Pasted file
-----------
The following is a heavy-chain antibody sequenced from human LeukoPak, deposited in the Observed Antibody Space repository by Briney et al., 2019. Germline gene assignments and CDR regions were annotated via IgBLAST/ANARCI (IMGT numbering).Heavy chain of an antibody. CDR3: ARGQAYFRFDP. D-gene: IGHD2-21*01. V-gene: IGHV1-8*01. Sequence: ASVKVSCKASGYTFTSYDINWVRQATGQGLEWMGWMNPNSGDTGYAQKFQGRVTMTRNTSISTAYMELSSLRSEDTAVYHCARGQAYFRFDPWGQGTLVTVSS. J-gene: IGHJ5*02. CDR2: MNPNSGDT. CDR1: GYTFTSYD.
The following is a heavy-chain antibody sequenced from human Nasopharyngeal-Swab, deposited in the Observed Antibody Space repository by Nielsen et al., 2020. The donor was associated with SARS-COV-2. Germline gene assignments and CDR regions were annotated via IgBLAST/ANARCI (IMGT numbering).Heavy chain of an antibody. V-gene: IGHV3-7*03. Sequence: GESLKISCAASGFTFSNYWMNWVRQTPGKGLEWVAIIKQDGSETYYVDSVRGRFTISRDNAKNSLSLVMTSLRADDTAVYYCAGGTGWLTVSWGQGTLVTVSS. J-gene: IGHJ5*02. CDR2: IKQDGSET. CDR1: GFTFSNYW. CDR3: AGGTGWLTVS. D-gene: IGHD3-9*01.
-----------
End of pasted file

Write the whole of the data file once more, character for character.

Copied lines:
The following is a heavy-chain antibody sequenced from human LeukoPak, deposited in the Observed Antibody Space repository by Briney et al., 2019. Germline gene assignments and CDR regions were annotated via IgBLAST/ANARCI (IMGT numbering).Heavy chain of an antibody. CDR3: ARGQAYFRFDP. D-gene: IGHD2-21*01. V-gene: IGHV1-8*01. Sequence: ASVKVSCKASGYTFTSYDINWVRQATGQGLEWMGWMNPNSGDTGYAQKFQGRVTMTRNTSISTAYMELSSLRSEDTAVYHCARGQAYFRFDPWGQGTLVTVSS. J-gene: IGHJ5*02. CDR2: MNPNSGDT. CDR1: GYTFTSYD.
The following is a heavy-chain antibody sequenced from human Nasopharyngeal-Swab, deposited in the Observed Antibody Space repository by Nielsen et al., 2020. The donor was associated with SARS-COV-2. Germline gene assignments and CDR regions were annotated via IgBLAST/ANARCI (IMGT numbering).Heavy chain of an antibody. V-gene: IGHV3-7*03. Sequence: GESLKISCAASGFTFSNYWMNWVRQTPGKGLEWVAIIKQDGSETYYVDSVRGRFTISRDNAKNSLSLVMTSLRADDTAVYYCAGGTGWLTVSWGQGTLVTVSS. J-gene: IGHJ5*02. CDR2: IKQDGSET. CDR1: GFTFSNYW. CDR3: AGGTGWLTVS. D-gene: IGHD3-9*01.